Aiken, who vaulted this year from college-student obscurity to pop music stardom as a runner-up on the television show "American Idol," graduated Saturday from the University of North Carolina at Charlotte. The event kicked off a busy weekend for Aiken, who will sing at Monday's Carolina Hurricanes NHL game in Raleigh.
Sunday, Aiken participated in a charity event called "Skate With Clay," in which he took to the ice at the RBC Center in Raleigh with children, many of whom were disabled.
"Skate with Clay" led into a Sunday news conference to announce a partnership between the Hurricanes' Kids N' Community Foundation and Aiken's charity, the Bubel Aiken Foundation.
Monday at noon, Aiken will join Bill and Sheri from the Mix 101.5 morning radio show at Crabtree Valley Mall in Raleigh. Monday night, Aiken will sing the national anthem prior to the Hurricanes' game against the Dallas Stars.
In addition to the national anthem, he will perform a song from his double platinum-selling "Measure of a Man" album during the game's first intermission.
In addition, exclusive Aiken autographed merchandise will be available at auction during the game at the Kids N' Community Foundation kiosk.
His excitement about graduating indicated that perhaps that was the biggest event of the weekend for him.
Aiken received a bachelor of arts degree in special education from UNCC's College of Education during an afternoon ceremony at the school's Halton Arena. It was one of two commencement sessions Saturday for students who completed work toward a degree in August or December.
"American Idol" has made Aiken a multi-platinum recording sensation, famous and wealthy beyond expectation. But at Saturday's graduation, he simply was a face in the crowd.
Seated among a mass of black-robed graduates, he was recognizable only because of his height and the distinctive spiked hair that poked from beneath his mortarboard.
Aiken's name was not mentioned during the ceremony until he walked across the stage, the very last of 593 degree recipients who walked in the ceremony. He was listed as "Clayton Aiken ... Raleigh" on the 31st page of the commencement program.
Flashbulbs popped throughout the arena as Aiken approached the stage. There was applause, mixed with some boos, as his name was announced.
Chancellor James Woodward then called Aiken to the stage.
"One among you has received a bit more attention, and he would like to speak to his class," Woodward told the audience as Aiken stepped to the microphone and spoke hurriedly.
"This has been an amazing year for me," he said. "This is more special to me than a lot of the things that have happened to me this year, because what happens here today says something to people. This is a day that makes for all of us a statement ... how important it is to persevere and continue to work and strive to succeed."
"Thank you for letting me be a part of this day. Congratulations and God bless. Thank you so much."
Some hecklers yelled at Aiken during his brief speech. But they were drowned out by loud applause as he finished his remarks.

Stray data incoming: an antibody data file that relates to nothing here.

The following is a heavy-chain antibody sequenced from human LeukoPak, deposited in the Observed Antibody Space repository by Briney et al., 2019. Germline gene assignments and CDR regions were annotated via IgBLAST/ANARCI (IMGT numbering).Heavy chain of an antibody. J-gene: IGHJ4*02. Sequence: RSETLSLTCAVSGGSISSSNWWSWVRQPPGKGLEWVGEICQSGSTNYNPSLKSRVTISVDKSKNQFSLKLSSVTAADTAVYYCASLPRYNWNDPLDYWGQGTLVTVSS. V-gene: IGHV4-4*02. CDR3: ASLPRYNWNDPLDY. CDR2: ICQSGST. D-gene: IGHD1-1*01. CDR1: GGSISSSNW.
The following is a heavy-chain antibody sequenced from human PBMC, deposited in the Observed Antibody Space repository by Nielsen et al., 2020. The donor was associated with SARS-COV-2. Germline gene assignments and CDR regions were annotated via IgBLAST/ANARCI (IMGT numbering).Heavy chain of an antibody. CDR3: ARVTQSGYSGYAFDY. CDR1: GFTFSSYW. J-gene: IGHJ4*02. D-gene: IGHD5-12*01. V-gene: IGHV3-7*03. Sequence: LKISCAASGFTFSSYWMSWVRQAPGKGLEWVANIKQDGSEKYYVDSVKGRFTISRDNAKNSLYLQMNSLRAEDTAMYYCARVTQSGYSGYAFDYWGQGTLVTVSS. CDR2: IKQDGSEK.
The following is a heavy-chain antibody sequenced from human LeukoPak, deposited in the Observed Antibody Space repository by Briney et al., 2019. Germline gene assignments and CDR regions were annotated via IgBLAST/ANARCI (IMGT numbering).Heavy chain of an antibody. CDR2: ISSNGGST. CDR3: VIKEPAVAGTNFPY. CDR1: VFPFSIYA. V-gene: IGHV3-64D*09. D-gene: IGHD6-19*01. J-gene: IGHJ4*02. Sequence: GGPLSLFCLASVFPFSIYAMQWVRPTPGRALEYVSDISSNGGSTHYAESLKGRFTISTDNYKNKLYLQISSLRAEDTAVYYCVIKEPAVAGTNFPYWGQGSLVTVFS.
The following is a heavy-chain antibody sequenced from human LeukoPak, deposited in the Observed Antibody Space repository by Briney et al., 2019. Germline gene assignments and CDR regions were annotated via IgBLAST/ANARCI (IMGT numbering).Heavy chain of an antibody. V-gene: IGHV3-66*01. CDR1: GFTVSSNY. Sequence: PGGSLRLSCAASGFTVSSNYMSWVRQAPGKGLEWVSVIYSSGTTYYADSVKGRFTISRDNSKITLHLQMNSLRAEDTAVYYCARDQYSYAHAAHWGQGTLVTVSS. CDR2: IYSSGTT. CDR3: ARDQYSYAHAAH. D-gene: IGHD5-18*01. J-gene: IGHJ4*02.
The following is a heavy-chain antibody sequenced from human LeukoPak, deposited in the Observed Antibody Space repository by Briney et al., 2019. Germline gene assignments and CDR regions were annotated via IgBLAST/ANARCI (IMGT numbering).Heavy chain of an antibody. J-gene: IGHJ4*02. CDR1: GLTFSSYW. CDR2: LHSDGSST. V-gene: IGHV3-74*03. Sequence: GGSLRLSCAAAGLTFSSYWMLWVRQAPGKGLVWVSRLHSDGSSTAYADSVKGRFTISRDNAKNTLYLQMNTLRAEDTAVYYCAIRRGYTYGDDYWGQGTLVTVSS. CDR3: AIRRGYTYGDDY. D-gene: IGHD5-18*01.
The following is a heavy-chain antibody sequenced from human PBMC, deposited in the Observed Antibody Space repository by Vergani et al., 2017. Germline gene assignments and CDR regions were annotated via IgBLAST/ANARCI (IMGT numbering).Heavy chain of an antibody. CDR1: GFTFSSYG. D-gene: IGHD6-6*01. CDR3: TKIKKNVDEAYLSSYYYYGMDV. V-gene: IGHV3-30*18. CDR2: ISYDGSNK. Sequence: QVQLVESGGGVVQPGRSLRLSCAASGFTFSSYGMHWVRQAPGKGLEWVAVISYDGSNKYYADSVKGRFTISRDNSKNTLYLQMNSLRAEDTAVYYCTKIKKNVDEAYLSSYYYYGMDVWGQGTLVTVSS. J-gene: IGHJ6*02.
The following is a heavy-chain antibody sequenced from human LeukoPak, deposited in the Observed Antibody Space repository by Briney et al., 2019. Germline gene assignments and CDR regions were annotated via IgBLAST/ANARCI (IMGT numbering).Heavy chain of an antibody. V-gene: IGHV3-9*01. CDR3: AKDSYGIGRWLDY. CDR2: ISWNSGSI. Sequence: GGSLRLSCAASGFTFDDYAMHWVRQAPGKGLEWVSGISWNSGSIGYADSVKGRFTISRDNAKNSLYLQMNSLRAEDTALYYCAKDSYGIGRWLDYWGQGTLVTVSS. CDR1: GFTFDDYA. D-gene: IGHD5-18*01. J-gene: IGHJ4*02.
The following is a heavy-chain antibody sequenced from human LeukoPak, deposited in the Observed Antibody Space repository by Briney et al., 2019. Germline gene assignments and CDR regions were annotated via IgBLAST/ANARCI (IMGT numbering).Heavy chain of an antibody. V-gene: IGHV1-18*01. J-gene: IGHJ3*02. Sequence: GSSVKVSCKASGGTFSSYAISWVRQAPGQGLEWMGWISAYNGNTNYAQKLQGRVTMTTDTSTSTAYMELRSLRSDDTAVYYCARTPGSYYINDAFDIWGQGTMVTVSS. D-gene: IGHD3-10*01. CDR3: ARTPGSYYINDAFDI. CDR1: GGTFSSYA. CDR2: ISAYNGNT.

Aiken's decision to attend the ceremony stirred controversy on the UNCC campus, where officials announced last month that they would print tickets and limit graduates to 7 guests each for the afternoon session in which Aiken would graduate.
Some students complained that relatives and friends had already made plans to travel long distances for the ceremony, and now would not be able to attend. Hundreds of students signed a petition asking administrators to consider moving the ceremony to a larger venue or scheduling a third ceremony.
The ticket crackdown appeared to scare away curiosity-seekers and Clay-maniacs, and administrators were able to release several hundred extra tickets at the last minute, accommodating graduates who needed extra seats.
The arena was only about two-thirds full for the ceremony.
Mary Dukes of Saluda, S.C., was in a party of about 20 people who watched her daughter, Kim Dukes, receive her communications degree. She had been bothered by the initial announcement that tickets would be limited.
"I think they should have let everybody come that wanted to come," she said. "They shouldn't make special accommodations for someone just because he's a celebrity."
Brian Eaves, 22, of Charlotte, waited to meet his family in a concourse after the ceremony. Eaves, a sociology graduate, said he was able to get 11 tickets for the ceremony, and said he thought Aiken's role in the ceremony was appropriate.
"It was nice seeing him get up there and give his little speech," Eaves said. "It was too bad some people booed."
At a news conference after the ceremony, Aiken and others announced several initiatives by the
Bubel Aiken Foundation,
a charitable organization started this summer to help disabled children. Aiken was a mentor to Mike Bubel, a teenager with autism, while Aiken studied at UNCC.
Wachovia and MBNA are to offer a Bubel Aiken Foundation credit card. The foundation also announced partnerships with Krispy Kreme, the President's Volunteer Service Award program and Youth Service America.
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